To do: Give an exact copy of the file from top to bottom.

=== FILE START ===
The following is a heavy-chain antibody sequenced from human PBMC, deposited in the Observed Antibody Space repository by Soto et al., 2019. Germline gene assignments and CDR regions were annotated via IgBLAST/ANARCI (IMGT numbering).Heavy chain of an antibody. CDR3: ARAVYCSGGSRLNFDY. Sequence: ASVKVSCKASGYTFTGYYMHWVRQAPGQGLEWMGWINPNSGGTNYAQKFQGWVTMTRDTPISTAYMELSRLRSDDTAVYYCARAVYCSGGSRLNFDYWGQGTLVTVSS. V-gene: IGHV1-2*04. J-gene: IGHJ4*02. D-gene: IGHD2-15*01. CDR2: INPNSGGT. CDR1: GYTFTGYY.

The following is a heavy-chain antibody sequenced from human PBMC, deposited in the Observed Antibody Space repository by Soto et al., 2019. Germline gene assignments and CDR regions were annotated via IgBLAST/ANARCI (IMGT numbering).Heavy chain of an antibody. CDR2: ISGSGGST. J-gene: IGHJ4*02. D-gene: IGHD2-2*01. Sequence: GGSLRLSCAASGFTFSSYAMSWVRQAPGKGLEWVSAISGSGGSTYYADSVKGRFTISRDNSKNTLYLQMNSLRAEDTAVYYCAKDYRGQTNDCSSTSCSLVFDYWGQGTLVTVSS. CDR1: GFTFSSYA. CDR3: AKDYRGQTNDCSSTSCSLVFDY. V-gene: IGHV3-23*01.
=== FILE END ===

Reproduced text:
The following is a heavy-chain antibody sequenced from human PBMC, deposited in the Observed Antibody Space repository by Soto et al., 2019. Germline gene assignments and CDR regions were annotated via IgBLAST/ANARCI (IMGT numbering).Heavy chain of an antibody. CDR3: ARAVYCSGGSRLNFDY. Sequence: ASVKVSCKASGYTFTGYYMHWVRQAPGQGLEWMGWINPNSGGTNYAQKFQGWVTMTRDTPISTAYMELSRLRSDDTAVYYCARAVYCSGGSRLNFDYWGQGTLVTVSS. V-gene: IGHV1-2*04. J-gene: IGHJ4*02. D-gene: IGHD2-15*01. CDR2: INPNSGGT. CDR1: GYTFTGYY.

The following is a heavy-chain antibody sequenced from human PBMC, deposited in the Observed Antibody Space repository by Soto et al., 2019. Germline gene assignments and CDR regions were annotated via IgBLAST/ANARCI (IMGT numbering).Heavy chain of an antibody. CDR2: ISGSGGST. J-gene: IGHJ4*02. D-gene: IGHD2-2*01. Sequence: GGSLRLSCAASGFTFSSYAMSWVRQAPGKGLEWVSAISGSGGSTYYADSVKGRFTISRDNSKNTLYLQMNSLRAEDTAVYYCAKDYRGQTNDCSSTSCSLVFDYWGQGTLVTVSS. CDR1: GFTFSSYA. CDR3: AKDYRGQTNDCSSTSCSLVFDY. V-gene: IGHV3-23*01.